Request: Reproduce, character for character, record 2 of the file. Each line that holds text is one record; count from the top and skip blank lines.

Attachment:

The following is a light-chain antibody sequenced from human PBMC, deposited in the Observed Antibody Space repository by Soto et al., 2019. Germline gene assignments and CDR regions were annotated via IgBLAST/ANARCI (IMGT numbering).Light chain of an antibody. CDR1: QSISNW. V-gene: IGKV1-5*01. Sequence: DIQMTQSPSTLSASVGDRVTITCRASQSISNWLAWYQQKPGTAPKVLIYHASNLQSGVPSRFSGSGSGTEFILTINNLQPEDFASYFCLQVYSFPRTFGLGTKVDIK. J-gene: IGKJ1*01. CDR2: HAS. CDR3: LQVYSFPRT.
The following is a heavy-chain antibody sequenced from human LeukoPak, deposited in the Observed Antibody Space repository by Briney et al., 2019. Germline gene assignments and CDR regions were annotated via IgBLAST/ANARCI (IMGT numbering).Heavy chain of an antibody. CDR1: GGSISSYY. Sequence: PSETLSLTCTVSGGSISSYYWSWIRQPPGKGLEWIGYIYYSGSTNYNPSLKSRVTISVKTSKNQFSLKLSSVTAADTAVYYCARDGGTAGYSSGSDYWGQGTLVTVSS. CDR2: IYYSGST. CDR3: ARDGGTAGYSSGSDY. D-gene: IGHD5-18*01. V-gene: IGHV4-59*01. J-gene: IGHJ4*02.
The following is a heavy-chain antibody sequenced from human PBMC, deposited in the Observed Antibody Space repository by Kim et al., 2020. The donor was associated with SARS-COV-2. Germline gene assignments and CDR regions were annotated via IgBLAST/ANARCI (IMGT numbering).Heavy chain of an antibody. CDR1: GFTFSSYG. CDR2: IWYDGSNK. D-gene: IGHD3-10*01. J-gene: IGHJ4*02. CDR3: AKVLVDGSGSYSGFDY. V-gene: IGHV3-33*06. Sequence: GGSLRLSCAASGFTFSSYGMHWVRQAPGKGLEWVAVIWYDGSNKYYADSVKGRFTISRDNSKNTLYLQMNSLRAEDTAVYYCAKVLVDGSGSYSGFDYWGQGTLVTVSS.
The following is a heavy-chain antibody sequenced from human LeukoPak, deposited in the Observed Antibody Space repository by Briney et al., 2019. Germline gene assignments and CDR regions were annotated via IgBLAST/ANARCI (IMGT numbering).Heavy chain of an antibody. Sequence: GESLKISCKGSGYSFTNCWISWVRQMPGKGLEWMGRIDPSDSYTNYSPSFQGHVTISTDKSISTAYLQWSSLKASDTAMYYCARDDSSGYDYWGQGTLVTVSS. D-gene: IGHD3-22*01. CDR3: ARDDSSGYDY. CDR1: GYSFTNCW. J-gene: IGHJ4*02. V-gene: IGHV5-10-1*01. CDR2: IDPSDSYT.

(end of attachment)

The following is a heavy-chain antibody sequenced from human LeukoPak, deposited in the Observed Antibody Space repository by Briney et al., 2019. Germline gene assignments and CDR regions were annotated via IgBLAST/ANARCI (IMGT numbering).Heavy chain of an antibody. CDR1: GGSISSYY. Sequence: PSETLSLTCTVSGGSISSYYWSWIRQPPGKGLEWIGYIYYSGSTNYNPSLKSRVTISVKTSKNQFSLKLSSVTAADTAVYYCARDGGTAGYSSGSDYWGQGTLVTVSS. CDR2: IYYSGST. CDR3: ARDGGTAGYSSGSDY. D-gene: IGHD5-18*01. V-gene: IGHV4-59*01. J-gene: IGHJ4*02.